What is 'STEM' anyway?

Thursday, March 31, 2016

Engineering a Solution

Mrs. Meyers’ students have been working on an engineering experiment to determine whether there are ways to prevent a mudslide, such as the one that occurred near Oso on March 22, 2014.  They designed and conducted their experiments and this week they are presenting their findings to their peers.

Some of the students have decided to install cement walls and others have experimented with placing a net over the hillside to prevent erosion.  Each group tested their hypothesis with a small scale model and recorded their results.  In many cases, the result was that they could slow down the erosion, but not prevent the soil from coming down the hillside.

The students fielded questions from others who were asking about the real world application from different perspectives, such as a logger, environmentalist, home owner, first responder, and city/county official.  The questions were genuine and thought provoking.  The home owners wanted to know if they would survive if they lived on the other side of a proposed wall, environmentalists were concerned about the animals getting caught in the netting and the loggers weren’t sure they were going to be able to get their equipment up the hill so that they could access the trees.


Tuesday, February 23, 2016

Science is All Around Us

There seems to be a general apathy toward science these days.  People seem to think that science is only important for a small fraction of the population.  Middle school students may think that science is boring and doesn’t affect them.  Contrary to this popular attitude, science is all around us and affects us all.  Science answers the questions such as “Why is the sky blue?”, “How do birds fly?” and “How do we get energy from the sun?”.  Science is working toward answering questions like, “How do we predict when the next earthquake is going to rock our world?” “How do we deal with the extra flooding and other severe weather events that are occurring due to climate change?”, “Does extraterrestrial life exist?” and “If we travel through a spinning black hole, do we end up in another universe?”

Speaking of astrophysics, Stephen Hawking is warning us that, as humans, our own technological advances will be our downfall during the next one hundred years or so.  He implores us to make good choices and control the dangers associated with the inevitable technological advances.

Even if you are not one of the people who will solve these problems, you still need a basic understanding of science and technology.  Most likely you will encounter STEM in your field of choice even if you don’t realize it now. It is also important for you to have a basic understanding of science and technology to be able to vote wisely.  A democracy is only as good as its constituency!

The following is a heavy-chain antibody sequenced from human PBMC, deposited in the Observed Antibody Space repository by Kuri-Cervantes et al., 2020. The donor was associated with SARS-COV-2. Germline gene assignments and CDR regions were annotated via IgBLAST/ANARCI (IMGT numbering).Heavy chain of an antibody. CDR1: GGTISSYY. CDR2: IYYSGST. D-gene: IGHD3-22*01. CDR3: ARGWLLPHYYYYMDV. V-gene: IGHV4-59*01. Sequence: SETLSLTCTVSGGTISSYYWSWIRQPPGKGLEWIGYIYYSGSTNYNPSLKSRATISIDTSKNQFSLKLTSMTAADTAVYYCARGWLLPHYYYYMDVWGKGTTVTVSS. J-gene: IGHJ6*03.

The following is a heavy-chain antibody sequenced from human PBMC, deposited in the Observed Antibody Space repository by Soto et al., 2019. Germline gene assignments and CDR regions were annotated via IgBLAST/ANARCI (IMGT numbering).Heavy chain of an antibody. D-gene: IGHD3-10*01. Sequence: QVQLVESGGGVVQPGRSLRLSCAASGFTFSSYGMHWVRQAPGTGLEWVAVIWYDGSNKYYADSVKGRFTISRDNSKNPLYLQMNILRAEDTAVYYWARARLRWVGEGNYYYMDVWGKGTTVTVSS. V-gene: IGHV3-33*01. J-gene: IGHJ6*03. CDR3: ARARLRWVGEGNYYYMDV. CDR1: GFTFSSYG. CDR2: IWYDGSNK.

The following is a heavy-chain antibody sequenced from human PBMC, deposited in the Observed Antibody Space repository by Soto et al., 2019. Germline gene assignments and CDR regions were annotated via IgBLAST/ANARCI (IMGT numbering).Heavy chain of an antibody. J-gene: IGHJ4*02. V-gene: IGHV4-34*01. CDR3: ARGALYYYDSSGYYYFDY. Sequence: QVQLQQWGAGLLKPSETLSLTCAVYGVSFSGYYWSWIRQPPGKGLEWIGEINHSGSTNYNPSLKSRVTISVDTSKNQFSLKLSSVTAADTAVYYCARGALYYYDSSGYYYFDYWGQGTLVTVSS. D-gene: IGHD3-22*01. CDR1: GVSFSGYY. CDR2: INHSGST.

Let’s say you are into sports and not into science or voting.  Don’t forget that people who understand physics will excel in sports.  If you are a skateboarder, you will want to understand where your center of mass is and what forces are acting on you and your board.  If you’re a baseball or softball player, you may want to know why it’s important to find the sweet spot on the bat or how to improve your curveball and science can help you with that!

Or maybe you are into fashion design or want to be a make-up artist.  As a fashion designer, you will want to know how gabardine was made to be an untearable and weatherproof fabric and how silk is made.  Knowledge of science may inspire you to create a purse that will charge your phone using solar energy or a dress that is pink indoors but changes colors with sunshine or water.  As a make-up artist, you will need to know which type of product to use on oily skin versus dry skin and why.

Many students who participated in the STEM program at Haller last year found that STEM can be fun and interesting.  Here’s what they had to say…

“It is really cool to see your end result of the STEM project and the project is really fun.”

“I learned a lot about solar energy and how to manage my time wisely.”

When asked what they would change about the STEM project, one student replied, “NOTHING, I really enjoyed it!”

This month the students are working on solving some of our current issues and are starting to get excited about their projects.  Students are working on developing a prototype of an engineered solution to help solve a problem they found while researching their topic.
A couple of students are developing a better dike to protect against severe weather events.

One group of students is working on a water purification project and are trying to figure out a way to purify salt water.

This is the initial design for their project, but they have since made modifications to the heat source and the container.

Please don’t be apathetic about science.  It explains our world and gives us hope for our future generations.